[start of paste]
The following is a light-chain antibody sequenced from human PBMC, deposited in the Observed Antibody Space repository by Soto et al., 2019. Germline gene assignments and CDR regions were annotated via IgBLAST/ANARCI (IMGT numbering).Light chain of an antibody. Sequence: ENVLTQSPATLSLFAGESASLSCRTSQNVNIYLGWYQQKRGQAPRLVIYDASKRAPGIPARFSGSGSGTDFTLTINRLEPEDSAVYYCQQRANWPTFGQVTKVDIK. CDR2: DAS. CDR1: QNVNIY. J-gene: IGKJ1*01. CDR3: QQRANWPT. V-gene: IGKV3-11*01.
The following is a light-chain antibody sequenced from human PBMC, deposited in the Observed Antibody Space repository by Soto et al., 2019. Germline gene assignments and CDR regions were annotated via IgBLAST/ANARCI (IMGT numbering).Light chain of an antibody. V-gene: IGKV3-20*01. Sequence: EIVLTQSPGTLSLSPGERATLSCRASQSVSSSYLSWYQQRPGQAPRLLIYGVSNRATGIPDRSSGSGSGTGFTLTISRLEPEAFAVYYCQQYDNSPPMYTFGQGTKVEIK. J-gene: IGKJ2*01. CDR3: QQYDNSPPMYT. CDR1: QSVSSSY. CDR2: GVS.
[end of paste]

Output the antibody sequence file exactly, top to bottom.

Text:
The following is a light-chain antibody sequenced from human PBMC, deposited in the Observed Antibody Space repository by Soto et al., 2019. Germline gene assignments and CDR regions were annotated via IgBLAST/ANARCI (IMGT numbering).Light chain of an antibody. Sequence: ENVLTQSPATLSLFAGESASLSCRTSQNVNIYLGWYQQKRGQAPRLVIYDASKRAPGIPARFSGSGSGTDFTLTINRLEPEDSAVYYCQQRANWPTFGQVTKVDIK. CDR2: DAS. CDR1: QNVNIY. J-gene: IGKJ1*01. CDR3: QQRANWPT. V-gene: IGKV3-11*01.
The following is a light-chain antibody sequenced from human PBMC, deposited in the Observed Antibody Space repository by Soto et al., 2019. Germline gene assignments and CDR regions were annotated via IgBLAST/ANARCI (IMGT numbering).Light chain of an antibody. V-gene: IGKV3-20*01. Sequence: EIVLTQSPGTLSLSPGERATLSCRASQSVSSSYLSWYQQRPGQAPRLLIYGVSNRATGIPDRSSGSGSGTGFTLTISRLEPEAFAVYYCQQYDNSPPMYTFGQGTKVEIK. J-gene: IGKJ2*01. CDR3: QQYDNSPPMYT. CDR1: QSVSSSY. CDR2: GVS.